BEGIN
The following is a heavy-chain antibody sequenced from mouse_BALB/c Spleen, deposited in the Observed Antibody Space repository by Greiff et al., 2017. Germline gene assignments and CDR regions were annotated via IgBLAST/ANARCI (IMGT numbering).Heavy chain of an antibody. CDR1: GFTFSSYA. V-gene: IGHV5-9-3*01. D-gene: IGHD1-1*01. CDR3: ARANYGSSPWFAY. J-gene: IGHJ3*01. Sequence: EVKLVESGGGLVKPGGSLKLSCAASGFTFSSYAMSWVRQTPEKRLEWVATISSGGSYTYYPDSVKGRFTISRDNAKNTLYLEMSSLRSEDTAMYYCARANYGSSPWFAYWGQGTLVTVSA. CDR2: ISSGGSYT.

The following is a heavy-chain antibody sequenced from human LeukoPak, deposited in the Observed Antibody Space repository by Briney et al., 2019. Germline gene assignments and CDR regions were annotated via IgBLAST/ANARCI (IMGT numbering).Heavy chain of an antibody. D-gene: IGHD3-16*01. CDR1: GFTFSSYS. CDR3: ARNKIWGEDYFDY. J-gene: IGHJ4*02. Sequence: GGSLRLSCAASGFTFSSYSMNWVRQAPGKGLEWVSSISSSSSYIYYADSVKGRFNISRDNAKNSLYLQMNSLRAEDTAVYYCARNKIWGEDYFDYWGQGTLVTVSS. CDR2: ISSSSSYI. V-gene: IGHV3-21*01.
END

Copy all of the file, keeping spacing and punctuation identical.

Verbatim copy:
The following is a heavy-chain antibody sequenced from mouse_BALB/c Spleen, deposited in the Observed Antibody Space repository by Greiff et al., 2017. Germline gene assignments and CDR regions were annotated via IgBLAST/ANARCI (IMGT numbering).Heavy chain of an antibody. CDR1: GFTFSSYA. V-gene: IGHV5-9-3*01. D-gene: IGHD1-1*01. CDR3: ARANYGSSPWFAY. J-gene: IGHJ3*01. Sequence: EVKLVESGGGLVKPGGSLKLSCAASGFTFSSYAMSWVRQTPEKRLEWVATISSGGSYTYYPDSVKGRFTISRDNAKNTLYLEMSSLRSEDTAMYYCARANYGSSPWFAYWGQGTLVTVSA. CDR2: ISSGGSYT.

The following is a heavy-chain antibody sequenced from human LeukoPak, deposited in the Observed Antibody Space repository by Briney et al., 2019. Germline gene assignments and CDR regions were annotated via IgBLAST/ANARCI (IMGT numbering).Heavy chain of an antibody. D-gene: IGHD3-16*01. CDR1: GFTFSSYS. CDR3: ARNKIWGEDYFDY. J-gene: IGHJ4*02. Sequence: GGSLRLSCAASGFTFSSYSMNWVRQAPGKGLEWVSSISSSSSYIYYADSVKGRFNISRDNAKNSLYLQMNSLRAEDTAVYYCARNKIWGEDYFDYWGQGTLVTVSS. CDR2: ISSSSSYI. V-gene: IGHV3-21*01.